I was so deliriously tired when we arrived at 30 Rock that I literally had trouble putting my steel together. (I miss having a tech.) Because Today’s studio is fairly small, I requested a Fender Deluxe but instead they had a massive ’90s-era, 100-watt Fender Tone-Master with a matching 4x12 cabinet. With the volume on 1, I could hear nothing but the hum of electronics. At 1.5 it was so loud it was peeling paint off the stage. I found a sweet spot just one hair over 1 that worked.
Today’ssound team are total pros—they dialed in a high-fidelity mix very quickly. We ran the song twice, then were released to wait in the green room until our performance. Brooke’s team wanted to go with a summery wardrobe of light blues, gray, and white. Gabe, who left straight from tour, didn’t have time to grab extra clothes and had only black jeans. Megan, our drummer, had some white jeans. When Brooke’s manager noticed that Gabe and Megan were roughly the same size, he suggested that Gabe wear Megan’s pants, so Gabe would be in white out front while the black jeans would be hidden behind Megan’s drum kit. They did the switch and, although not a perfect fit, those tighty-whitey pants looked hip on Gabe, who is handsome enough that it would be impossible for him to look bad.
The talent wrangler brought us on deck at 9:30 a.m. The volume had been turned down on my amp, so I tried to re-find that sweet spot between deafening and inaudible, but erred on the side of volume, as my personal motto is “better too loud than too quiet."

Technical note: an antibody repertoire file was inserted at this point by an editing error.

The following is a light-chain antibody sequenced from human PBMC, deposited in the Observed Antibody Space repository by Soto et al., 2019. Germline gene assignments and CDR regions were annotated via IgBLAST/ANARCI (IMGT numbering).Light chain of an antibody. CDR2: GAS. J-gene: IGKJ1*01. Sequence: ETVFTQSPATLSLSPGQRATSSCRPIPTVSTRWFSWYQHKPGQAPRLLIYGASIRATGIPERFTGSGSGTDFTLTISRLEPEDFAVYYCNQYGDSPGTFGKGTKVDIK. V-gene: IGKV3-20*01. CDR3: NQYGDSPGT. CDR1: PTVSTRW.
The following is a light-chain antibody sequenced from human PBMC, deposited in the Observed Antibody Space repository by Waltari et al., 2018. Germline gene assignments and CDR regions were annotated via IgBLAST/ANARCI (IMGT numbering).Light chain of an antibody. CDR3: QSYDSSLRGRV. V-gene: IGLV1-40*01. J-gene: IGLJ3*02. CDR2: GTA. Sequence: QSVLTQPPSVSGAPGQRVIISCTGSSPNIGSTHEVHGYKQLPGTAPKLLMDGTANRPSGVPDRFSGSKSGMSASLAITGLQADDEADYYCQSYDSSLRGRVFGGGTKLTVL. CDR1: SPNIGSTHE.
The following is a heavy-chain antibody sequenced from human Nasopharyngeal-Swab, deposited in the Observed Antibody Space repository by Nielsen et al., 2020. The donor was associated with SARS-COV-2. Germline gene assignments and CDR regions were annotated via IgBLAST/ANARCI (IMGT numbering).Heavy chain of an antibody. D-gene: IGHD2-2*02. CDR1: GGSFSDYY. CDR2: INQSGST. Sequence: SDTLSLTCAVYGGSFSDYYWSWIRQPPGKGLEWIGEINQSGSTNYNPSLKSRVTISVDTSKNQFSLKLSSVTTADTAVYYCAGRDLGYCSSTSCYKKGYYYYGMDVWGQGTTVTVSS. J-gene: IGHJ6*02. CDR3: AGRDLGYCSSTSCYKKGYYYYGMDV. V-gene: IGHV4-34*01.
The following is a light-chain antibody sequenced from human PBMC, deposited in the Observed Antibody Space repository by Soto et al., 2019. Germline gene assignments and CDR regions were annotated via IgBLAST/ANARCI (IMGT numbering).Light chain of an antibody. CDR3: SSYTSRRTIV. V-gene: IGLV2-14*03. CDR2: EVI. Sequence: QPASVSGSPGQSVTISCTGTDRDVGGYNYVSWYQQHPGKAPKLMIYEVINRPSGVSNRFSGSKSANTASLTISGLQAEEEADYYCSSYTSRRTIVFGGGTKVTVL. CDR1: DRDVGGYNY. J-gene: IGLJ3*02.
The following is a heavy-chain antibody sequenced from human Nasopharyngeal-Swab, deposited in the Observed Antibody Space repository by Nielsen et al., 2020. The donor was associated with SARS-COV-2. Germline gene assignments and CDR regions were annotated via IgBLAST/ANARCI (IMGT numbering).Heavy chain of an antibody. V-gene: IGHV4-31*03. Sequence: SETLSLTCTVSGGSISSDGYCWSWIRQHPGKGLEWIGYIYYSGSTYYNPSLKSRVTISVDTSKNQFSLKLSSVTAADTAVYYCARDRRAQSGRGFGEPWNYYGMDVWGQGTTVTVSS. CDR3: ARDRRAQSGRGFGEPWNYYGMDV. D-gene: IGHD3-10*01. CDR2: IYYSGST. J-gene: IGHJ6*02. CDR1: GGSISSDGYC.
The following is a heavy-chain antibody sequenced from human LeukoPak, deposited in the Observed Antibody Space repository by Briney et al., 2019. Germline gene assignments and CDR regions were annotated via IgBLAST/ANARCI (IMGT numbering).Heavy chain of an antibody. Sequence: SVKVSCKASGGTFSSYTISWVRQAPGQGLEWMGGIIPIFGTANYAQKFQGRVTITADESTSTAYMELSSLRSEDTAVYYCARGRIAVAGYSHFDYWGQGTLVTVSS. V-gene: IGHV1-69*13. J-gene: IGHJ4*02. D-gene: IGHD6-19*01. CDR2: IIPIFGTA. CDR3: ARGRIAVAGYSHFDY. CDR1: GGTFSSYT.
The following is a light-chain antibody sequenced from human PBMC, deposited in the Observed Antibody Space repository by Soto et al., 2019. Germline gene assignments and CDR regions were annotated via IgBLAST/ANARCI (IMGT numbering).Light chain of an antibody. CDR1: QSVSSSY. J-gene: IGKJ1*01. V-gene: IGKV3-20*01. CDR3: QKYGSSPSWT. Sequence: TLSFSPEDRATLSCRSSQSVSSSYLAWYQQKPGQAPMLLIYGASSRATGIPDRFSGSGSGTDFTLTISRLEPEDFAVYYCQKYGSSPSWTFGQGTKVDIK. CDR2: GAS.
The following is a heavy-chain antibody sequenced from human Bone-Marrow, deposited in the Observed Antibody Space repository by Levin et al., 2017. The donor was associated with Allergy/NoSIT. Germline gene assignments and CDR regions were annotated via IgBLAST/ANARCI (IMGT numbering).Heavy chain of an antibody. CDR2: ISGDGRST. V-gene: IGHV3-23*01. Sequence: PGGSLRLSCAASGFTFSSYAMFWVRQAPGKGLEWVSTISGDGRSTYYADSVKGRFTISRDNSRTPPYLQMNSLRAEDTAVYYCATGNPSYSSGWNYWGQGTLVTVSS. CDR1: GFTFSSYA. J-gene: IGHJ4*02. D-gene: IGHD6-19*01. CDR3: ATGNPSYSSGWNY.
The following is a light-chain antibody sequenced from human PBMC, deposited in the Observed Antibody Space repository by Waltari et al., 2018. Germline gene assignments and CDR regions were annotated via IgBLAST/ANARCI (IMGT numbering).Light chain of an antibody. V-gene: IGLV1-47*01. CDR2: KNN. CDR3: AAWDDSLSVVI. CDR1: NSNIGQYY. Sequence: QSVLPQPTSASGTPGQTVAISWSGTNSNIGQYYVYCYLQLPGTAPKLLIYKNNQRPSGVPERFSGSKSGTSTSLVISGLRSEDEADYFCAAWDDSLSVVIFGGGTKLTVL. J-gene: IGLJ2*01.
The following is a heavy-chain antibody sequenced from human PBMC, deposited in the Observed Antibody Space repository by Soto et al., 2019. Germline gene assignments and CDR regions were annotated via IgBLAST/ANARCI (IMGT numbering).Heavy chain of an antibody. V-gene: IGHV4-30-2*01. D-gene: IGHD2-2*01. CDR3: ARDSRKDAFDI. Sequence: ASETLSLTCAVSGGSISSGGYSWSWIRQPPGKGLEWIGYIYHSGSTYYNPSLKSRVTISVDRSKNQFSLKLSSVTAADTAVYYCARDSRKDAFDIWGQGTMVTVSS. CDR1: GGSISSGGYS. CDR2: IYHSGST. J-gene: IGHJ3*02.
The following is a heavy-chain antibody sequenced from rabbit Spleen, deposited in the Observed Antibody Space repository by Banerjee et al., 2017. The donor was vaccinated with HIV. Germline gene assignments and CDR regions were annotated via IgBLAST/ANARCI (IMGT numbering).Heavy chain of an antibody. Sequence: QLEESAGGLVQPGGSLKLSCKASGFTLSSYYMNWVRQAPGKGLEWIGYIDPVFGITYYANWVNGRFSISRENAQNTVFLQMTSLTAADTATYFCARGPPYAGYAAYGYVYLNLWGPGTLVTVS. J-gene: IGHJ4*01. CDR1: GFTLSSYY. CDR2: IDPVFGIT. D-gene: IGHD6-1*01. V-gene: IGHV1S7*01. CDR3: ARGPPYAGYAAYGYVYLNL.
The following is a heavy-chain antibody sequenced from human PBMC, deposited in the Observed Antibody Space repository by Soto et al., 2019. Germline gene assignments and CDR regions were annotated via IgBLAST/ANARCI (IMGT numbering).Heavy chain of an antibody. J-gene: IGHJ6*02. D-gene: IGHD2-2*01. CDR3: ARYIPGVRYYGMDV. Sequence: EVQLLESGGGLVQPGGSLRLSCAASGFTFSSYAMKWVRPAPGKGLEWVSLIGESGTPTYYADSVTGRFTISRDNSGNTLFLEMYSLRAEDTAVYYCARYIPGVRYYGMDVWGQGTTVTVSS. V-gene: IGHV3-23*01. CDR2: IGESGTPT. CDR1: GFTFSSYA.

We ran the teaser song twice. I was thinking this was another soundcheck/rehearsal, but they filmed it and used it as a teaser. It was literally the first time these five people had played that song together, but it sounded great. After the teaser, Today host Craig Melvin walked over to me and said, “I love pedal steel. I’m a big Robert Randolph fan.”
They called quiet on the set, and we went live. The hosts did an interview with Brooke and then we played “Left You for Me” live. I thought I was a bit flat on the first bend in my turnaround solo, but other than that, it felt good going down. Brooke’s vocal performance was killer, and the band served the song well. What more could you want?
When you think about playing in front of 3 to 5 million people live, that can get in your head. The trick is to just play, don’t think. In fact, that may be the secret to life.